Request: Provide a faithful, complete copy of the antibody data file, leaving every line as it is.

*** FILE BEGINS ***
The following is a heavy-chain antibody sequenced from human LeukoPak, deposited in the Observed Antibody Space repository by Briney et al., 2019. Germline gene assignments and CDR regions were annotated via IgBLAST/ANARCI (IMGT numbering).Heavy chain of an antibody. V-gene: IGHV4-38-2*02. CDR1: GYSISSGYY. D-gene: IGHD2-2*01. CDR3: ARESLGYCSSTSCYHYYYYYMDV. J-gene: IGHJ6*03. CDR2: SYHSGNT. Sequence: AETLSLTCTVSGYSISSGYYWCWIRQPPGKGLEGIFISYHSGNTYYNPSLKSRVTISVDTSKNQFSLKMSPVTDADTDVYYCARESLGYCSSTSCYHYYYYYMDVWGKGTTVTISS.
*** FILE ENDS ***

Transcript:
The following is a heavy-chain antibody sequenced from human LeukoPak, deposited in the Observed Antibody Space repository by Briney et al., 2019. Germline gene assignments and CDR regions were annotated via IgBLAST/ANARCI (IMGT numbering).Heavy chain of an antibody. V-gene: IGHV4-38-2*02. CDR1: GYSISSGYY. D-gene: IGHD2-2*01. CDR3: ARESLGYCSSTSCYHYYYYYMDV. J-gene: IGHJ6*03. CDR2: SYHSGNT. Sequence: AETLSLTCTVSGYSISSGYYWCWIRQPPGKGLEGIFISYHSGNTYYNPSLKSRVTISVDTSKNQFSLKMSPVTDADTDVYYCARESLGYCSSTSCYHYYYYYMDVWGKGTTVTISS.